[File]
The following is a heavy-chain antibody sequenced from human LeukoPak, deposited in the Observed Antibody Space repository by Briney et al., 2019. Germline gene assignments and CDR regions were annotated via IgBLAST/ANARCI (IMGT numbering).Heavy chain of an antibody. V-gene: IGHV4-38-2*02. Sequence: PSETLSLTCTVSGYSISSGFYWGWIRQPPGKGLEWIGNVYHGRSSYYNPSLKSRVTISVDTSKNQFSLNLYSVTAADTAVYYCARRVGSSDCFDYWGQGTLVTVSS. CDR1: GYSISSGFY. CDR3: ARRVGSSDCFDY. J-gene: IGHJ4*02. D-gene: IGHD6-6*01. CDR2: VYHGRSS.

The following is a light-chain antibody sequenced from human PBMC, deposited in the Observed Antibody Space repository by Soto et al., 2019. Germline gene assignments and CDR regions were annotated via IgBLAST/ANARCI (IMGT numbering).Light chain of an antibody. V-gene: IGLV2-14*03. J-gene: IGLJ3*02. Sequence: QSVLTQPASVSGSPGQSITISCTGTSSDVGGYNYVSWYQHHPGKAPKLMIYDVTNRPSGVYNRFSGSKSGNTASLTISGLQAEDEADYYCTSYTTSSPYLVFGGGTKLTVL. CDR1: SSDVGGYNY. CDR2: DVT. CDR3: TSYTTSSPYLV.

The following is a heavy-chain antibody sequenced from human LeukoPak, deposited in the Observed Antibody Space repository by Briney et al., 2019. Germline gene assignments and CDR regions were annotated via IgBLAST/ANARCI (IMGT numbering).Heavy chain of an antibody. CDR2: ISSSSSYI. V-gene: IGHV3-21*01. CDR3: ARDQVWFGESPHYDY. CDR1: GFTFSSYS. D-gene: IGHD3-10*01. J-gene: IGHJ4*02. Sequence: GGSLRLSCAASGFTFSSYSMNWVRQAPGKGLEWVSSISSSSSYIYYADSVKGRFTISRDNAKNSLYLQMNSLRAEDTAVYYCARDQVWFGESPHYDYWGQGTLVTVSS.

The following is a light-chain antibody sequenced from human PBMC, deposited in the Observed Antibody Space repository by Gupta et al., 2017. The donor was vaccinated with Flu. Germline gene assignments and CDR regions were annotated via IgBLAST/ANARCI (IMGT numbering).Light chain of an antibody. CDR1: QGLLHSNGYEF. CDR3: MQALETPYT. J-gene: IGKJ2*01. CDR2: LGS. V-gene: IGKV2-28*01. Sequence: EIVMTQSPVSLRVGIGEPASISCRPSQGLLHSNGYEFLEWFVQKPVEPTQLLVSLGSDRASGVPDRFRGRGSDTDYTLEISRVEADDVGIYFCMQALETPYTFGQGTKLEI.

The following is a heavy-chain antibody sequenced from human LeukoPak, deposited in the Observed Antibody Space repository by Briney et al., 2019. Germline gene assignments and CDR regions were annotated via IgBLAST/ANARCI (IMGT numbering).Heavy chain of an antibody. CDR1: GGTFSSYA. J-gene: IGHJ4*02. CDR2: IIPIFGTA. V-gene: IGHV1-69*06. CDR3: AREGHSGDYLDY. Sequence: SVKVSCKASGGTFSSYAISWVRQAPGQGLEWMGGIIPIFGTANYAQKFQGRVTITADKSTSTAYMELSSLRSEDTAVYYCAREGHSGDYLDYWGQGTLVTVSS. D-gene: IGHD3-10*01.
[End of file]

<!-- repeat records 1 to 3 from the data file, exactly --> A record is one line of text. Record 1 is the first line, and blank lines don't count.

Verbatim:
The following is a heavy-chain antibody sequenced from human LeukoPak, deposited in the Observed Antibody Space repository by Briney et al., 2019. Germline gene assignments and CDR regions were annotated via IgBLAST/ANARCI (IMGT numbering).Heavy chain of an antibody. V-gene: IGHV4-38-2*02. Sequence: PSETLSLTCTVSGYSISSGFYWGWIRQPPGKGLEWIGNVYHGRSSYYNPSLKSRVTISVDTSKNQFSLNLYSVTAADTAVYYCARRVGSSDCFDYWGQGTLVTVSS. CDR1: GYSISSGFY. CDR3: ARRVGSSDCFDY. J-gene: IGHJ4*02. D-gene: IGHD6-6*01. CDR2: VYHGRSS.

The following is a light-chain antibody sequenced from human PBMC, deposited in the Observed Antibody Space repository by Soto et al., 2019. Germline gene assignments and CDR regions were annotated via IgBLAST/ANARCI (IMGT numbering).Light chain of an antibody. V-gene: IGLV2-14*03. J-gene: IGLJ3*02. Sequence: QSVLTQPASVSGSPGQSITISCTGTSSDVGGYNYVSWYQHHPGKAPKLMIYDVTNRPSGVYNRFSGSKSGNTASLTISGLQAEDEADYYCTSYTTSSPYLVFGGGTKLTVL. CDR1: SSDVGGYNY. CDR2: DVT. CDR3: TSYTTSSPYLV.

The following is a heavy-chain antibody sequenced from human LeukoPak, deposited in the Observed Antibody Space repository by Briney et al., 2019. Germline gene assignments and CDR regions were annotated via IgBLAST/ANARCI (IMGT numbering).Heavy chain of an antibody. CDR2: ISSSSSYI. V-gene: IGHV3-21*01. CDR3: ARDQVWFGESPHYDY. CDR1: GFTFSSYS. D-gene: IGHD3-10*01. J-gene: IGHJ4*02. Sequence: GGSLRLSCAASGFTFSSYSMNWVRQAPGKGLEWVSSISSSSSYIYYADSVKGRFTISRDNAKNSLYLQMNSLRAEDTAVYYCARDQVWFGESPHYDYWGQGTLVTVSS.